Animal Science Department


Date of this Version

Spring 5-2014


Hahn, D. 2014. The effects of feed additives, housing systems, and stress on Salmonella shedding in single comb white and brown laying hens. PhD Dissertation. University of Nebraska-Lincoln.


A DISSERTATION Presented to the Faculty of The Graduate College at the University of Nebraska In Partial Fulfillment of Requirements For the Degree of Doctor of Philosophy, Major: Animal Science, Under the Supervision of Professor Sheila E. Purdum. Lincoln, Nebraska: May 2014

Copyright (c) 2014 Dana L. Hahn


A series of studies were conducted examining feed additives, housing systems and stress on Salmonella shedding. Alternative feed additives such as prebiotics, probiotics and essential oils have been shown to reduce pathogenic bacteria colonization. Furthermore, stressors such as movement have been shown to increase Salmonella shedding. The goal of the studies was to examine if alternative ingredients reduce Salmonella shedding in alternative housing systems and through movement stress. Study 1 examined cage and cage-free housing with mannan oligosaccharide (MOS) supplementation. Treatments were arranged in a 2x2 factorial design: cage or cage free; MOS (0% or 0.08%). There was no effect on housing system or MOS for Salmonella. E. coli fecal counts increased at 73 wks of age for MOS diets. E. coli and coliforms were three times more likely to be found on eggshells from cage free pens then cage. MOS reduced E. coli colonization in duodenum. Study 2 examined the effect of transportation stress at 16 wks of age on S. enteritidis (SE) shedding through peak lay (33 wks). Incidence of SE positive increased leading up to peak lay. Study 3 examined Salmonella vaccination, movement stress and feed additives in laying hens (43-50 wks of age). Treatments were arranged in a 3x2 factorial design: vaccination (yes or no), feed additive (control, 0.03% MOS or 0.15% synergistic). Feed additives did not have a significant effect on production parameters or Salmonella. Vaccinated hens fed MOS had the highest egg wt. Study 4 examined feed additives on pullets (1 day-22 wks), gut microbiome and SE prevalence (12-22 wks of age). Six treatments were arranged in a completely randomized design: control, 0.01% 1x1010 P. acidilactici , 0.01% 2x1010 live S. cerevisiae boulardii, 0.1% MOS, .01% 1x1010 P. acidilactici+ 0.1% MOS, 0.01% 2x1010 live S. cerevisiae boulardii + 0.1% MOS. Treatments did not have an impact on Salmonella fecal counts, E. coli, coliform fecal and ceca counts or Enterobacteriacea fecal counts. No Salmonella was found in the ceca. All treatments saw a decrease in Enterobacteriacea except for MOS. Current vaccination programs are reducing the risk for Salmonella.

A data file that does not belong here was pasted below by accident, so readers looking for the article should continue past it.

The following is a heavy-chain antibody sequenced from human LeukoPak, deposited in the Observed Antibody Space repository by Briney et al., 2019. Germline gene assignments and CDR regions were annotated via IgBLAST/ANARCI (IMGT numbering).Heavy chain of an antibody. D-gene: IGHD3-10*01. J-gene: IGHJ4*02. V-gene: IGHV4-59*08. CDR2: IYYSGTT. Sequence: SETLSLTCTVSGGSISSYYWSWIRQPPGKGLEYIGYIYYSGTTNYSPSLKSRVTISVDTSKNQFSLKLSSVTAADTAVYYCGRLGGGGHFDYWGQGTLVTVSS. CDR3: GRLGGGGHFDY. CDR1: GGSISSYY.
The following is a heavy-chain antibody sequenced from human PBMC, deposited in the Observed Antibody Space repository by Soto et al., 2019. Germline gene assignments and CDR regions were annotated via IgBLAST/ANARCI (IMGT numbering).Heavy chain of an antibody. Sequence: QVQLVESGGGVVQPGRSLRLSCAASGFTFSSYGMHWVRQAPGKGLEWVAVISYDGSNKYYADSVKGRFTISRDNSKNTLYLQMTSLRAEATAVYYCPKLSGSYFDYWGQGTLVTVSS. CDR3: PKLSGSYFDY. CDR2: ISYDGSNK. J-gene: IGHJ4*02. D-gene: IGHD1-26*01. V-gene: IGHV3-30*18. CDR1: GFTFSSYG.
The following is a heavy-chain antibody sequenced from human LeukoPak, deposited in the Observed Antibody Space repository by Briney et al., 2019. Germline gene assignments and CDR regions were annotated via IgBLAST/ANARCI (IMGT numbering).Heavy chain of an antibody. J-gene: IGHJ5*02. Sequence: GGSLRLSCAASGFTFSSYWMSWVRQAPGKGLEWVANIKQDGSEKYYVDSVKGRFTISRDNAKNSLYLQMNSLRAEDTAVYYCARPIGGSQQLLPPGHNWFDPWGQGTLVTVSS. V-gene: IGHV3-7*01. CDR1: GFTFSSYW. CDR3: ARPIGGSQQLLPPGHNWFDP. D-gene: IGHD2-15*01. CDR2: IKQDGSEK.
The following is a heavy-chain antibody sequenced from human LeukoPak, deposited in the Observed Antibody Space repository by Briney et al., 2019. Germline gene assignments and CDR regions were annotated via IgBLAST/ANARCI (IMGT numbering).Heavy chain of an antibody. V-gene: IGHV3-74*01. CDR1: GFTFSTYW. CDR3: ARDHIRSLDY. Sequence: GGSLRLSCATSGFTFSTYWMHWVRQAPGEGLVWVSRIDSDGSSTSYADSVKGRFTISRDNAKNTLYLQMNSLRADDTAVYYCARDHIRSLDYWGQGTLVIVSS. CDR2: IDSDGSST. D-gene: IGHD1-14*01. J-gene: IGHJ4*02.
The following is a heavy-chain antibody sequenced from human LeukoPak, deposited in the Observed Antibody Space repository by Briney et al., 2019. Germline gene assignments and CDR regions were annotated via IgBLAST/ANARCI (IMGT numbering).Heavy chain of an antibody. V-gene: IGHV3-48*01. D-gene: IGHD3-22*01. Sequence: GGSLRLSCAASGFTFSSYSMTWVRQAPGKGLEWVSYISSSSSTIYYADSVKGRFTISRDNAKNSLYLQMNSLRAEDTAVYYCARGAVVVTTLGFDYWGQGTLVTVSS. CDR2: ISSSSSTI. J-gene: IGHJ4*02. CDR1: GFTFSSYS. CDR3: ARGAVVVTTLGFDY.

Adviser: Sheila E. Purdum